Recently, a deadly attack was carried out upon Indian soldiers in the disputed northern region of Kashmir - a volatile area in the north of both India and Pakistan, which is mostly Muslim populated, but administered by both Hindu India and Muslim Pakistan.
While, an obscure group known to frequent a remote section of Pakistan reportedly admitted blame for the deadly event, India blamed Pakistani complacency for allowing the attack. Pakistan denied any guilt.
Then, earlier today, in retaliation for that event, Indian aircraft bombed places within Pakistan-administered Kashmir, bringing condemnation from Pakistan and a vow to respond in its own time and manner to the cross border assault.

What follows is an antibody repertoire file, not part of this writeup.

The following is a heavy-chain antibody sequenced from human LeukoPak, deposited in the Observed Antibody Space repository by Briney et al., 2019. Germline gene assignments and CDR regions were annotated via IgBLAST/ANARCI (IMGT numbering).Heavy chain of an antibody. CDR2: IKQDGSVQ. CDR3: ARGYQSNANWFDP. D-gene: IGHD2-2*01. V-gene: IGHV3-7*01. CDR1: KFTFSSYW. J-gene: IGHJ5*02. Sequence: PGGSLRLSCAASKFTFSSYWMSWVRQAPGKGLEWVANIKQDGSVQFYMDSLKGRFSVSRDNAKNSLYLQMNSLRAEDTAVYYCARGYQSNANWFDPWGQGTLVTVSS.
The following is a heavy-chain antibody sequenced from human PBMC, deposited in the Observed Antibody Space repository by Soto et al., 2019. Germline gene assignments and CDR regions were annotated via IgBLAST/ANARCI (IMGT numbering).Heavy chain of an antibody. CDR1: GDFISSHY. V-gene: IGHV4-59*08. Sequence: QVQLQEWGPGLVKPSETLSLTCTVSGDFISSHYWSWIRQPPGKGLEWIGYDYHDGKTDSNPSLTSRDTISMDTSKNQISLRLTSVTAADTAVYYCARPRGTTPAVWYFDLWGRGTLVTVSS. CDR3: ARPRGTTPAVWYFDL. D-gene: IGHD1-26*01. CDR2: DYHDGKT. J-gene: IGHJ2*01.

Conflict between the two cousins India and Pakistan has been fairly common since their were split into two nations by the British in 1947. Just two months into their independence, the two nations fought the first war over Kashmir. They did again in 1965. Then in December 1971, India supported East Pakistan's independence aspiration and bombed Pakistan giving rise to the creation of Bangladesh. Indian and Pakistani skirmishes have been recorded in 1999, 2001, 2008 and three times in 2016 leading up to this recent period of high tension.
Ultimately, India and Pakistan, both nuclear-armed nations, could reach a peaceful solution to their coexistence within Kashmir or face an inevitable fight that would alter the course of geopolitics in Asia.
[This is a repost of an article I published on LinkedIn yesterday because I continue to experience grave technical difficulties with my normal Internet publisher. I'll see how long I can now publish without any interruptions.]